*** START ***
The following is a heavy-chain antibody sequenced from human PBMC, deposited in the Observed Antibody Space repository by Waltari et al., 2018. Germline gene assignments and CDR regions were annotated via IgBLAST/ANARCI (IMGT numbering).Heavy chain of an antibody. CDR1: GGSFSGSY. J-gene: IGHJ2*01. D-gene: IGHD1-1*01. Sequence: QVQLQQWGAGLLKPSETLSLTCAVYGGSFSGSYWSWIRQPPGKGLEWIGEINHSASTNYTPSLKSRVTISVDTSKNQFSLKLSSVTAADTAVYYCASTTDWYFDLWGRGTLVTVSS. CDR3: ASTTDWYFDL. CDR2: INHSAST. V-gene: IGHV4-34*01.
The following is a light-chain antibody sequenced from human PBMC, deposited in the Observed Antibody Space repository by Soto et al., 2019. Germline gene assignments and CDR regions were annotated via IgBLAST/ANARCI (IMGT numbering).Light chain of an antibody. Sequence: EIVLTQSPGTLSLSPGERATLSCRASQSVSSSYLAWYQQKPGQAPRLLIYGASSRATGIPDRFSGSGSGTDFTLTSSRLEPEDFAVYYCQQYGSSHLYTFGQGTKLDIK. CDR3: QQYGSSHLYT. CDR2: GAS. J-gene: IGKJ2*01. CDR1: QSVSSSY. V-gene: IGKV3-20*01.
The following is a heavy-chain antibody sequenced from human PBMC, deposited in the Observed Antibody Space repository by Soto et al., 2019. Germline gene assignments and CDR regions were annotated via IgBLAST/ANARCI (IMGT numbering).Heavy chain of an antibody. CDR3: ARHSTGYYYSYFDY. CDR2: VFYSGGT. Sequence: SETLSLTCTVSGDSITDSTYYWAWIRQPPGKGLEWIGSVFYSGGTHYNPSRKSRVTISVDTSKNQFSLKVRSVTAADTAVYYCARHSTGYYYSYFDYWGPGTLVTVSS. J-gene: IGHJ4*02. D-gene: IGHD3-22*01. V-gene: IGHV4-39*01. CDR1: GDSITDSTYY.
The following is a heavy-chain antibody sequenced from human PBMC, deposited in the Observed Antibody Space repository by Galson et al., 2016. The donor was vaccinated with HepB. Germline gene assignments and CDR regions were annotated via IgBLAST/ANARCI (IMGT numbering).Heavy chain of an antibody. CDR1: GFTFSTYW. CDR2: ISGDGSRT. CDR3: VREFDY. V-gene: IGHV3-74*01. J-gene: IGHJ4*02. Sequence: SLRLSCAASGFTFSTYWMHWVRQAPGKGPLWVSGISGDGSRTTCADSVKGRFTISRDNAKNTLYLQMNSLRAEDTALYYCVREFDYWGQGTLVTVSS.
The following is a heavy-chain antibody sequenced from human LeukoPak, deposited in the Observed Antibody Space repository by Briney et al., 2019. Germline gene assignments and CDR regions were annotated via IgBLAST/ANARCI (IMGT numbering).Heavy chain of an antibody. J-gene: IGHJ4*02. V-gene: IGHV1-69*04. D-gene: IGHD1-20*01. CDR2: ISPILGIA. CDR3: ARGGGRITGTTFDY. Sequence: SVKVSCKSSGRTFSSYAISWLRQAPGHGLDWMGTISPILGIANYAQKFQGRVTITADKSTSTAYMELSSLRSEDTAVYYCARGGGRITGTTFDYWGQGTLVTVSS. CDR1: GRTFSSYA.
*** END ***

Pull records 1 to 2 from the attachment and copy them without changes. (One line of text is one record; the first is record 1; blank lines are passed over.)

The following is a heavy-chain antibody sequenced from human PBMC, deposited in the Observed Antibody Space repository by Waltari et al., 2018. Germline gene assignments and CDR regions were annotated via IgBLAST/ANARCI (IMGT numbering).Heavy chain of an antibody. CDR1: GGSFSGSY. J-gene: IGHJ2*01. D-gene: IGHD1-1*01. Sequence: QVQLQQWGAGLLKPSETLSLTCAVYGGSFSGSYWSWIRQPPGKGLEWIGEINHSASTNYTPSLKSRVTISVDTSKNQFSLKLSSVTAADTAVYYCASTTDWYFDLWGRGTLVTVSS. CDR3: ASTTDWYFDL. CDR2: INHSAST. V-gene: IGHV4-34*01.
The following is a light-chain antibody sequenced from human PBMC, deposited in the Observed Antibody Space repository by Soto et al., 2019. Germline gene assignments and CDR regions were annotated via IgBLAST/ANARCI (IMGT numbering).Light chain of an antibody. Sequence: EIVLTQSPGTLSLSPGERATLSCRASQSVSSSYLAWYQQKPGQAPRLLIYGASSRATGIPDRFSGSGSGTDFTLTSSRLEPEDFAVYYCQQYGSSHLYTFGQGTKLDIK. CDR3: QQYGSSHLYT. CDR2: GAS. J-gene: IGKJ2*01. CDR1: QSVSSSY. V-gene: IGKV3-20*01.